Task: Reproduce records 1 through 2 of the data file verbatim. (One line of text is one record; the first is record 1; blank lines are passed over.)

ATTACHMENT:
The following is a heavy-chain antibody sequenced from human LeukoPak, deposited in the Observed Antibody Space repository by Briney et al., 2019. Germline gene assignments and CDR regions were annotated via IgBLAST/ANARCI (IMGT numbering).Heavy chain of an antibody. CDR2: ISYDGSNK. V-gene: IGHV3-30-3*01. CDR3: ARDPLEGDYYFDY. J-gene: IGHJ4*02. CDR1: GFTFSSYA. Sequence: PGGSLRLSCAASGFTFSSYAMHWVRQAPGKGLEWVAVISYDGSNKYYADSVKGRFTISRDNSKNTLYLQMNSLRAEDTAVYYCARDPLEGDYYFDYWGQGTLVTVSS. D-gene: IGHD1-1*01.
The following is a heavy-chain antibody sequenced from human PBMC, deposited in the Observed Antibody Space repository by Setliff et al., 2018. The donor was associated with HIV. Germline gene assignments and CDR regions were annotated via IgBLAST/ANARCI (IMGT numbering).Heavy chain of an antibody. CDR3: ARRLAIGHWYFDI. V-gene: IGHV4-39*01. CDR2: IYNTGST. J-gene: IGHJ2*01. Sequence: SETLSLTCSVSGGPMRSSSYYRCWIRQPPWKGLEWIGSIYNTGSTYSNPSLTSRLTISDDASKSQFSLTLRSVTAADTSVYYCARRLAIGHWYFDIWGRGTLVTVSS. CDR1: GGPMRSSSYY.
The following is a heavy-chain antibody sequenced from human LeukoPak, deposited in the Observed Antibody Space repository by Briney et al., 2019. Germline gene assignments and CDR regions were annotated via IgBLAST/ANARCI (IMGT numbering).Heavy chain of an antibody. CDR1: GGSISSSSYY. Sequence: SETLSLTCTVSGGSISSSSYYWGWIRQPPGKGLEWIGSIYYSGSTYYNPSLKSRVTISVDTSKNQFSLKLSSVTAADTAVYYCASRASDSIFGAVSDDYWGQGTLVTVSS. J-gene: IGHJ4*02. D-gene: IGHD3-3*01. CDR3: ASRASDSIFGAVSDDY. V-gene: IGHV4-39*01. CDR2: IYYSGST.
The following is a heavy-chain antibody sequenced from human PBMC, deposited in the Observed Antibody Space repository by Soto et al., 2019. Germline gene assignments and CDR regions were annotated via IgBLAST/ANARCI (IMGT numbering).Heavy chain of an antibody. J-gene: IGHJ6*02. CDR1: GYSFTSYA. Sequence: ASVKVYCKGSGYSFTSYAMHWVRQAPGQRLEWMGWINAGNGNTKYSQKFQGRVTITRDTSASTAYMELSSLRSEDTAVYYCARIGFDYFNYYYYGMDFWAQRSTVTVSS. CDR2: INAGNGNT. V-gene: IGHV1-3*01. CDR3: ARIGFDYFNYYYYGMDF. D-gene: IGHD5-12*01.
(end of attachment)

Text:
The following is a heavy-chain antibody sequenced from human LeukoPak, deposited in the Observed Antibody Space repository by Briney et al., 2019. Germline gene assignments and CDR regions were annotated via IgBLAST/ANARCI (IMGT numbering).Heavy chain of an antibody. CDR2: ISYDGSNK. V-gene: IGHV3-30-3*01. CDR3: ARDPLEGDYYFDY. J-gene: IGHJ4*02. CDR1: GFTFSSYA. Sequence: PGGSLRLSCAASGFTFSSYAMHWVRQAPGKGLEWVAVISYDGSNKYYADSVKGRFTISRDNSKNTLYLQMNSLRAEDTAVYYCARDPLEGDYYFDYWGQGTLVTVSS. D-gene: IGHD1-1*01.
The following is a heavy-chain antibody sequenced from human PBMC, deposited in the Observed Antibody Space repository by Setliff et al., 2018. The donor was associated with HIV. Germline gene assignments and CDR regions were annotated via IgBLAST/ANARCI (IMGT numbering).Heavy chain of an antibody. CDR3: ARRLAIGHWYFDI. V-gene: IGHV4-39*01. CDR2: IYNTGST. J-gene: IGHJ2*01. Sequence: SETLSLTCSVSGGPMRSSSYYRCWIRQPPWKGLEWIGSIYNTGSTYSNPSLTSRLTISDDASKSQFSLTLRSVTAADTSVYYCARRLAIGHWYFDIWGRGTLVTVSS. CDR1: GGPMRSSSYY.